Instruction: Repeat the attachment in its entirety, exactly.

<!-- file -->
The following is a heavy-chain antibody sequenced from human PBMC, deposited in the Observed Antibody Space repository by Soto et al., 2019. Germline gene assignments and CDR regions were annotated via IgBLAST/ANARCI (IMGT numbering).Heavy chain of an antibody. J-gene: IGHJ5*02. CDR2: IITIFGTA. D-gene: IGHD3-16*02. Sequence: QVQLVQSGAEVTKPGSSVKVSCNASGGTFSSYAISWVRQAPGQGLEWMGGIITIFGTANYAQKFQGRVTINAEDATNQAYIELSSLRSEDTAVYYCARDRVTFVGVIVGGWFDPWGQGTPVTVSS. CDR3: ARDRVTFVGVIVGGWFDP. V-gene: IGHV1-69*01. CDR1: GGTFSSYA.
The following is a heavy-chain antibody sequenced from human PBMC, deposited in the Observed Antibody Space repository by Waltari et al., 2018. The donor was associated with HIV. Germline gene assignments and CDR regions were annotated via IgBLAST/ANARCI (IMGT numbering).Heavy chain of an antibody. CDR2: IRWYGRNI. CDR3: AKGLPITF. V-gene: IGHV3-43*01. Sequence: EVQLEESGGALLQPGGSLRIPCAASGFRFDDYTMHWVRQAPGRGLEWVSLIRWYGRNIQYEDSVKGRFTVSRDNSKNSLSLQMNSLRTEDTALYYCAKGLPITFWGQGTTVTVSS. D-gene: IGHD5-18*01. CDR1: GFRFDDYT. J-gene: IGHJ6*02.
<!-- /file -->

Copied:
The following is a heavy-chain antibody sequenced from human PBMC, deposited in the Observed Antibody Space repository by Soto et al., 2019. Germline gene assignments and CDR regions were annotated via IgBLAST/ANARCI (IMGT numbering).Heavy chain of an antibody. J-gene: IGHJ5*02. CDR2: IITIFGTA. D-gene: IGHD3-16*02. Sequence: QVQLVQSGAEVTKPGSSVKVSCNASGGTFSSYAISWVRQAPGQGLEWMGGIITIFGTANYAQKFQGRVTINAEDATNQAYIELSSLRSEDTAVYYCARDRVTFVGVIVGGWFDPWGQGTPVTVSS. CDR3: ARDRVTFVGVIVGGWFDP. V-gene: IGHV1-69*01. CDR1: GGTFSSYA.
The following is a heavy-chain antibody sequenced from human PBMC, deposited in the Observed Antibody Space repository by Waltari et al., 2018. The donor was associated with HIV. Germline gene assignments and CDR regions were annotated via IgBLAST/ANARCI (IMGT numbering).Heavy chain of an antibody. CDR2: IRWYGRNI. CDR3: AKGLPITF. V-gene: IGHV3-43*01. Sequence: EVQLEESGGALLQPGGSLRIPCAASGFRFDDYTMHWVRQAPGRGLEWVSLIRWYGRNIQYEDSVKGRFTVSRDNSKNSLSLQMNSLRTEDTALYYCAKGLPITFWGQGTTVTVSS. D-gene: IGHD5-18*01. CDR1: GFRFDDYT. J-gene: IGHJ6*02.